PNG Lands Department Called To Shed ‘Corrupt’ Label
PORT MORESBY, Papua New Guinea (PNG Post-Courier, Feb. 25, 2013) – Prime Minister Peter O’Neill wants to see Papua New Guinea government’s Lands department and its agencies shed the tag "most corrupt" and become a top performer by the end of the year.
And the department has set itself a target of collecting more than K300 million [US$144.8 million] in outstanding land rentals this year, with Port Moresby and Lae owing the department about K50 million [US$24.1 million] each.
These developments followed a meeting last Friday with the top heads of the Lands department and its agencies, together with Minister Benny Allen and Chief Secretary Manasupe Zurenuoc.
The meeting follows the Implementation Summit held recently at the Gateway Hotel in Port Moresby to kick-start the 2013 implementation year.
The Prime Minister already met heads of Works and Transport departments and their line agencies two weeks ago.
He met with top heads from the Civil Aviation Authority and Air Services Limited last Thursday.
These meetings with departments and line agencies will be held quarterly in order for the government to keep track of the progress of key projects identified for implementation by each of the departments, provincial governments and State-owned corporations.
"There is a certain perception out there that the Lands department is very corrupt. Let’s turn that around. You are an important player in our efforts to grow the economy and to give confidence to the business community. I have total confidence in your Minister and the leadership he is providing will help turn the department into a top performer," Mr. O’Neill said.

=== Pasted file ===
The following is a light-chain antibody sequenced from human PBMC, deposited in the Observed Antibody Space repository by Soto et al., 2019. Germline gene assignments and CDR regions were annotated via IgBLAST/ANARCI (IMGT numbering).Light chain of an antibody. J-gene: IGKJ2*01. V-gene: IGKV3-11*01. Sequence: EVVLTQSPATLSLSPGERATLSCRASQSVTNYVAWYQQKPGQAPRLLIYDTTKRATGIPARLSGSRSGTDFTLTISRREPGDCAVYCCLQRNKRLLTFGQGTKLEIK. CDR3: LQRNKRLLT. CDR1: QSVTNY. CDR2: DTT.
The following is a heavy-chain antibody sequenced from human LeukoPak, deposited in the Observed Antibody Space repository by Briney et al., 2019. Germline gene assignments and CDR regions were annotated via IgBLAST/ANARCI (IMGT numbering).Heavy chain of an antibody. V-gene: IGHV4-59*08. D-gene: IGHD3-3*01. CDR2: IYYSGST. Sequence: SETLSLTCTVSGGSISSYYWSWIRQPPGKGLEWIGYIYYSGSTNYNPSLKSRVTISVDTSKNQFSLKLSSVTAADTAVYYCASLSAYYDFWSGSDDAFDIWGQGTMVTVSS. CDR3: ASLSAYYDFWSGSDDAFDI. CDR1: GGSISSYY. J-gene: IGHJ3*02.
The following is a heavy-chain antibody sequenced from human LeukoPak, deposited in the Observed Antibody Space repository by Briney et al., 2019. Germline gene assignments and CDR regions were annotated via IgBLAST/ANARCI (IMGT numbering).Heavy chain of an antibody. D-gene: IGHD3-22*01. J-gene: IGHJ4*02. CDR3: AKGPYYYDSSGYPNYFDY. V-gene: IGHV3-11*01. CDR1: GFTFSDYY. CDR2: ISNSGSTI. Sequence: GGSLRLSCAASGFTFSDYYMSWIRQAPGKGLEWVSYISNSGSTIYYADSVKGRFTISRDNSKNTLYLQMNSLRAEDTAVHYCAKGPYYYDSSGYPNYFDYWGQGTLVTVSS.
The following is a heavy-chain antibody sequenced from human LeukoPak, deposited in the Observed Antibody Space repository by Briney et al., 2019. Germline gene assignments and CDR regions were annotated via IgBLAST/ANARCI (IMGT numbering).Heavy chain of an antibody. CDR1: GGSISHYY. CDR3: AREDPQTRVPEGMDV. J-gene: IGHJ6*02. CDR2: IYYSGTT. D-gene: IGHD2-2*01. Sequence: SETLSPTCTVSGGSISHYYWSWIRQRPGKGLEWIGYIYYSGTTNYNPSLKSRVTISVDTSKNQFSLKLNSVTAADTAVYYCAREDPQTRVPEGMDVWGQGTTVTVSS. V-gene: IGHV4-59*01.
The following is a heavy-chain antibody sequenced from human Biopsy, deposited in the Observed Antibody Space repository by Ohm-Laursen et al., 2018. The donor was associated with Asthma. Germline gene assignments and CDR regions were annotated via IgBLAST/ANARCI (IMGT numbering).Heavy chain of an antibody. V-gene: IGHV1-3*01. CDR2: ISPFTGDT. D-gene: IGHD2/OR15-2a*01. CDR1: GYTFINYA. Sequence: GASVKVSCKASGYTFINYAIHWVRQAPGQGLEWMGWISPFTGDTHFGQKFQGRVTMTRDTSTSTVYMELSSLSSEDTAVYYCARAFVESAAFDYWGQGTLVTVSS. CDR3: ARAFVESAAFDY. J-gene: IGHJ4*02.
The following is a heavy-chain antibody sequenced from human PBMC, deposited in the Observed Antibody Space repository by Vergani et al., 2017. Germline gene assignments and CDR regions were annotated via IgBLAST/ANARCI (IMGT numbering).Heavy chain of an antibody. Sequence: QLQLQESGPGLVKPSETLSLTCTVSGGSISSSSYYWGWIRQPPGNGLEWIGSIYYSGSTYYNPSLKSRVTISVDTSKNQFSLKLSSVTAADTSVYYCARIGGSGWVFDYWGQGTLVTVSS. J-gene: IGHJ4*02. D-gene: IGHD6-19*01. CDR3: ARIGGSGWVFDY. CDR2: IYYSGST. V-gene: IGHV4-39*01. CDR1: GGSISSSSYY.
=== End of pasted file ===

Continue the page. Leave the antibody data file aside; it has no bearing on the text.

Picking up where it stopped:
Lands secretary Kila Pat said their key highlights for this year would be to move into their new office premises in the coming weeks, roll out their computerized land registration system and collect more than K300 million in outstanding land rentals throughout the country.
Treasury has allocated the department K2.4 million [US$1.2 million] to buy furniture and other office necessities for their new office, which they will move into next month. They will also be allocated K3 million [US$1.4 million] to roll out the computerized land registration system by mid-year.
This system will eliminate fraud in land registration, such as the issue of duplicate titles over the same portion of land, a practice that has plagued the department for many years.
The department will also begin a vigorous effort to collect outstanding land rates totaling some K300 million.
Secretary Pat said their efforts were hampered by lack of funds.
In response, the Prime Minister said the department should retain a portion of the rentals and rates they collect to carry out this exercise, so lack of funds will no longer be an excuse.
"Set up a trust account and retain 50% of the rates you collect to use in this exercise. But make sure you remit to consolidated revenue the targets set in the budget," the Prime Minister said.
Secretary Pat said the department is owed K50 million in rates in NCD. The same amount is owed by the city of Lae. In the long term, the department and the government will work towards paying over K250 million [US$120.6 million] owed to landowners for use of their traditional land.
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